With over ONE BILLION people on Instagram, it’s no surprise that people are rushing to be seen a massive influencers so they can get their piece of the modern-day gold rush going on with advertisers who want to reach a larger audience.
Unfortunately, every gold rush has its share of sheisters and carpetbaggers. Instagram is no different. Amidst the legitimate influencers, there are plenty of fakes who are buying robot “bot” follower accounts to pad their numbers. These padded numbers are impressive at first glance and unsuspecting advertisers looking to expand their brands through influencers are getting taken every day.
Here is an example of a so-called Tequila Influencer (I’ve removed the name). This influencer is particularly proud of their “Over 25,000 connections via Social Media” – 18,000 of which are on Instagram. At first blush, they seem legit. After all, 25,000 is a pretty big number. If we assume all 25,000 are real, live people then we might be inclined to drop some coin.
But here’s where we look behind the curtain…
If you click on the influencer’s followers, Instagram will show you the complete list of all their followers.
If you take a few seconds to scroll down through the first 1,000 or so, you’ll start to see followers with gibberish, Russian, or Indian names.
(A common tactic for many is to frontload with several thousand fake followers in the form of bots purchased from Russian or Indian sources so the account looks legit, and then they start targeting people in the industry to put a shiny, new coat of legitimacy on their pile of bots.)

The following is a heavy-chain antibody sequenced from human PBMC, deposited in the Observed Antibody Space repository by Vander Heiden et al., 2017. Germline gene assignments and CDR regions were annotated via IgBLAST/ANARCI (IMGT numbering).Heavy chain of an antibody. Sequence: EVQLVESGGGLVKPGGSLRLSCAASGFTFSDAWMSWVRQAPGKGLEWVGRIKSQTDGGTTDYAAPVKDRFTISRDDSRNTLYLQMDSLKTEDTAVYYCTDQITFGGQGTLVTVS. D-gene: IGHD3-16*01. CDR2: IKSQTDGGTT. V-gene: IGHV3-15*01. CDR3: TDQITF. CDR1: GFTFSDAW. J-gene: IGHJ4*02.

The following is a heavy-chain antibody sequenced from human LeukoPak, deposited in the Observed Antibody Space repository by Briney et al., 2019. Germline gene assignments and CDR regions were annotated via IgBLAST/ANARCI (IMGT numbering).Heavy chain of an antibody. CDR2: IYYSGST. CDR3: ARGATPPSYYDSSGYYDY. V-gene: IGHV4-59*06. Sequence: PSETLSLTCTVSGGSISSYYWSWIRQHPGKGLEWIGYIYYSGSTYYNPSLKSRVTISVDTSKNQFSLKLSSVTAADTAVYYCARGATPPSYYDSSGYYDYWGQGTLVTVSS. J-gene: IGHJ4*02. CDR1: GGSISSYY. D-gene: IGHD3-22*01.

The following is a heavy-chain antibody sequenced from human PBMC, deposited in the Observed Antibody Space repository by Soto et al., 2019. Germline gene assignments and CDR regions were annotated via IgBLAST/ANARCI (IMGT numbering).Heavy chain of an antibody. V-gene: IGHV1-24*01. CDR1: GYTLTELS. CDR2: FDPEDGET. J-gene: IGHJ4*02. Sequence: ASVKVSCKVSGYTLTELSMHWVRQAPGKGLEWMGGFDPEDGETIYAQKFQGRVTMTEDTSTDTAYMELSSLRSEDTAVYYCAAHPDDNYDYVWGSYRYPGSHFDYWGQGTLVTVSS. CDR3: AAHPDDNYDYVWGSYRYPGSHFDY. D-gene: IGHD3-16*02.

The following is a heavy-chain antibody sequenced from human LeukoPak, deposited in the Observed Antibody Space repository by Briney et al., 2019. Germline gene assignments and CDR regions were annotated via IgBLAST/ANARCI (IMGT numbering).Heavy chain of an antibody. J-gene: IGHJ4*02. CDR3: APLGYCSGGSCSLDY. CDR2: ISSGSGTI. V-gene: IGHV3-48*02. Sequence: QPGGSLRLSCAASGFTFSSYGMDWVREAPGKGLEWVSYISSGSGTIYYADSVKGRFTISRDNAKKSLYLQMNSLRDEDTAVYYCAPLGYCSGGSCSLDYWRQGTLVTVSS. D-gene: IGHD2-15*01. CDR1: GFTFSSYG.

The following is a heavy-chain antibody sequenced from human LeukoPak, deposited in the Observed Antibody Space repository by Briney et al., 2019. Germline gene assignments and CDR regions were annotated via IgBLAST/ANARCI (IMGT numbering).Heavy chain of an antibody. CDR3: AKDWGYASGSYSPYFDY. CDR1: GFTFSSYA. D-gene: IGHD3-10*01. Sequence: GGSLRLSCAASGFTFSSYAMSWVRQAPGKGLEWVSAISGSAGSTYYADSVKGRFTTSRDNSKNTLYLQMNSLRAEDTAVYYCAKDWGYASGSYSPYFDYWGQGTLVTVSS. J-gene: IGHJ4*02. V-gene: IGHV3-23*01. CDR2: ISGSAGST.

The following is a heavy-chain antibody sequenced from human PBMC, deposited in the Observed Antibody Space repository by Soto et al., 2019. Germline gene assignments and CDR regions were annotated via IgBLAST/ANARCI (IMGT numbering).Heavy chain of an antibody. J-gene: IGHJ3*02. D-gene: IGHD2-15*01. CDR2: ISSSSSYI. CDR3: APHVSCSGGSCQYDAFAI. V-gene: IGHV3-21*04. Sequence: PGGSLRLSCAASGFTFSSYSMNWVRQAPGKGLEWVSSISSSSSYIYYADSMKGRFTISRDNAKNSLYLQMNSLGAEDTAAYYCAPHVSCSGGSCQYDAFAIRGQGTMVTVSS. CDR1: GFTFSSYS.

That’s not to say that an agave spirit brand might not have a large Russian or Indian following. A brand distributing to those countries would be expected to, right?
So we check a few followers to see if they’re actual people. Here are some telltale signs they aren’t:
- Private account
- No profile picture
- No bio
- No posts yet, or
- Under 10 posts
When we checked this influencer’s followers, most of them showed up like this one to the left with no profile picture, no bio and no posts.
I’d bet my house this follower is a bot.
This particular influencer will sell you a 10-15 minute video review of one expression for $900. If you want their “Influence Package” that includes a blog on their website and a few shares on their social networks, you’ll pay $1500 per expression.
That’s a big chunk of change to drop on somebody with a suspect following made up of mostly bots.
Now that you know how to vet Facebook and Instagram influencers, you’re in a better position to spot fakes like this one.